Medicaid typically has a 5 year look-back, meaning that any transfer of assets within a five year period from the date of the Medicaid application is included in Mom's available assets to pay for her own care. In other words, if your sister sells the house and distributes the money and Mom runs out of funds to pay for her own care (before 5 years are up), then Medicaid will consider the money from the sale of the house to be Mom's money and they will not start to pay for Mom's care until AFTER that amount paid by Mom. Example: if your sister got $100,000 for the house, then Mom would be liable for $100,000 worth of care before Medicaid would kick in. So, if your sister insists on scheming to get an inheritance, she better set the money aside for when her scheme backfires or she'll have to come up with the cash or care for Mom herself when Medicaid won't pay.
There's more to it than this (Medicaid is pretty complex), but that's the gist of it. Your family should see an a lawyer who specializes in elder law. This stuff isn't for amateurs and you can get yourselves into very sticky situations.
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What happens to the rental income from this house if it is rented? If mom is on Medicaid, doesn't her income have to go to the care facility except for a few dollars per month? It might be difficult to pay for taxes, insurance and upkeep if the rental income goes to the home. As Mr Heiser said, Medicaid will try to recover their money after your mom dies, and there may be nothing left anyway. Sounds like a potential mess to me.
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I agree with LonleyBoy 100 percent When mom sold her home (it took 4 years) she was allowed to pay for her own funeral out of her assets and some other medicaid approved things and any monies remaining would have to be reported to mediciad...we had to do an indepth reporting of what the home sold for, etc etc. It was simple but overwhelming such that an attorney called medicaid directly obtained the rules/requirements then we completed a comprehensive list. my mom's home sold for way below market value so there wasn't much left after we paid for the funeral and some other things...Yes, there is the 5 year look back period and rightfully so medicaid will want their share--i think the home becomes an asset if mom is not going to return to it. You need to know the laws/requirements for your state before you act or like another stated, you willl be in financial hot water. I think it is ridiculous to take out a personal loan for care for your mom because if your sister doesn't play this right you will never see your money again. You can google POA responsibilities and see that your sister might be trying to trick medicaid. Inquire with an attorney about an irrevokable living trust but when you get one of those anything in the trust can't be used or touched. Do not proceed in any of the above unless and until you absolutely know the ins and outs of medicaid or you will lose.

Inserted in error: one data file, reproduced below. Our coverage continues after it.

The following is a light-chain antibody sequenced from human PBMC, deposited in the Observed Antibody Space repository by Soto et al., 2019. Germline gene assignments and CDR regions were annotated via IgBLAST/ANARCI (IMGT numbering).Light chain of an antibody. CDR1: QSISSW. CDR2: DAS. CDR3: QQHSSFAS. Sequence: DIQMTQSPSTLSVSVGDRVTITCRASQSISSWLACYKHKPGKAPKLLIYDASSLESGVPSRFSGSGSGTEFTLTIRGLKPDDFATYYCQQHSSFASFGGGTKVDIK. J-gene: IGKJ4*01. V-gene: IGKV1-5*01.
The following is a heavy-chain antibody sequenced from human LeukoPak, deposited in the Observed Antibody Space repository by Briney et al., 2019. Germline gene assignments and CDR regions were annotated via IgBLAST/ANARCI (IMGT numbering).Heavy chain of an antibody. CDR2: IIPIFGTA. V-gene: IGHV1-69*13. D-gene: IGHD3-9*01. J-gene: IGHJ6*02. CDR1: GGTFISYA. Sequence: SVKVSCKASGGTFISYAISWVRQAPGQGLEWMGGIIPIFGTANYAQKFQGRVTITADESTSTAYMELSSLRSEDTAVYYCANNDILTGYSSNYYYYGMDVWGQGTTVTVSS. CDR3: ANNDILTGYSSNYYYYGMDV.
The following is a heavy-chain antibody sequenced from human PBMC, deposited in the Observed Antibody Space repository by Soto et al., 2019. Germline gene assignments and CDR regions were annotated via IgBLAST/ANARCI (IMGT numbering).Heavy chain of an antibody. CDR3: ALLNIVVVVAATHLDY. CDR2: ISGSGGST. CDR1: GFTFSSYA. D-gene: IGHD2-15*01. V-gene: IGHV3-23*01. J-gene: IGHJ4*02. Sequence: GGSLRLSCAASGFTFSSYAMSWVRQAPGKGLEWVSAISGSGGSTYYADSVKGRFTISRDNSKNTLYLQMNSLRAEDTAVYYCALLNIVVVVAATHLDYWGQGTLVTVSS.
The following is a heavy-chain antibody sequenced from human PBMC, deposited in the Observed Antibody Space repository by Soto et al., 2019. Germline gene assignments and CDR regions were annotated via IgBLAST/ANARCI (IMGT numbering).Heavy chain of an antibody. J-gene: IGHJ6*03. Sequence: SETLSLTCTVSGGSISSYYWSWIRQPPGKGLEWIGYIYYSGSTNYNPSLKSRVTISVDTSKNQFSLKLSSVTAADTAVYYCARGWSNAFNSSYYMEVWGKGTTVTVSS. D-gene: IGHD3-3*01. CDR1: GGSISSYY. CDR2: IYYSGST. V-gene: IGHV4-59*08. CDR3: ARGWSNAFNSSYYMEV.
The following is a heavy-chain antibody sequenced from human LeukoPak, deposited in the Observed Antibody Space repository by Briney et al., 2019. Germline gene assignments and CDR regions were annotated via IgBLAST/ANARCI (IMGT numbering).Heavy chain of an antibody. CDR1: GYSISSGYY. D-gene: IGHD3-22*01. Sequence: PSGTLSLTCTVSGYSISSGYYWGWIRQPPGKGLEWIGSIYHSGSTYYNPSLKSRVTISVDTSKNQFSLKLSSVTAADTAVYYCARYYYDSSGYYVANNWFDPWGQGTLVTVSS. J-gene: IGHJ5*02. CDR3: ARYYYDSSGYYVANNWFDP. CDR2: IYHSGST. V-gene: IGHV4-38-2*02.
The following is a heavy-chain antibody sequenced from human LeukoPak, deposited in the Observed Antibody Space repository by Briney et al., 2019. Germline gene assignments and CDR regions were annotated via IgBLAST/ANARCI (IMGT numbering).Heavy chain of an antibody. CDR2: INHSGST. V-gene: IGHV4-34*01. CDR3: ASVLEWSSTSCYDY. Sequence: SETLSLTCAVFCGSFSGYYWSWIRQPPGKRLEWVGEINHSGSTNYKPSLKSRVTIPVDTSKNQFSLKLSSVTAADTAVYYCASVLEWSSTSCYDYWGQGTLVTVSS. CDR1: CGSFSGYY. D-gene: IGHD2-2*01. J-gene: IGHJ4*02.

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Alwayslearning, I don't think you are in a position to give this advice as many siblings, family members, etc. do know each other as they've had a lifetime of learning. Also, the OP's sister isn't the brightest star in the sky either, and I'm saying this because I, too, have POA, and have an elder care attorney that I have met with extensively. So this sister is going to burn her own butt if she does this and she will get nothing in the end except, maybe, jail time.

I, too, agree with Lonelyboy, it's awful in this country that there is little to no relief for caregiving needs, as well as caregiver's needs. Do they think people can just quit their jobs and stay home, while twitching their noses for their own food, water, lodgings, healthcare, etc.?
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Sorry kiddo, but the Nursing Home gets it all, even the rent. Stay away from your sister's plans, don't sign anything, let her be the one in jail, not you.
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First of all there are ways to protect assets that are perfectly legal and have been set up to be taken advantage of. I have witnessed doctors and their wives driving Mercedes, wearing the finest clothes and women wearing huge diamond rings and you ask them for their insurance and they pull out Medicare and Medicaid cards. Their families learned how to protect their assets, it is legal.

Your sister cannot possibly do this on her own no matter what she says it takes an attorney to do it correctly or she could wind up in a world of hurt and you could lose the estate anyway.

Just because she has POA (so do I) it is not ethical in my opinion to make such decisions without the input from other siblings as you all have a stake in this. I hope your Mom had a trust written up years ago and not just a will or if it is a will it is one that was written by an attorney and signed in front of a notary with witnesses. If not, I would be scared.

POA and possibly all of you need to sit down with an attorney who specializes in family law and Medicaid. You all need to hear what is said and how you can make provisions legally. Do no try this without legal assistance. If you all hear the pros and cons you can then either stand behind her or seek to have her removed from her position.

You might want to read and have POA read Attorney Heiser's book as he seems to always have correct and insightful information.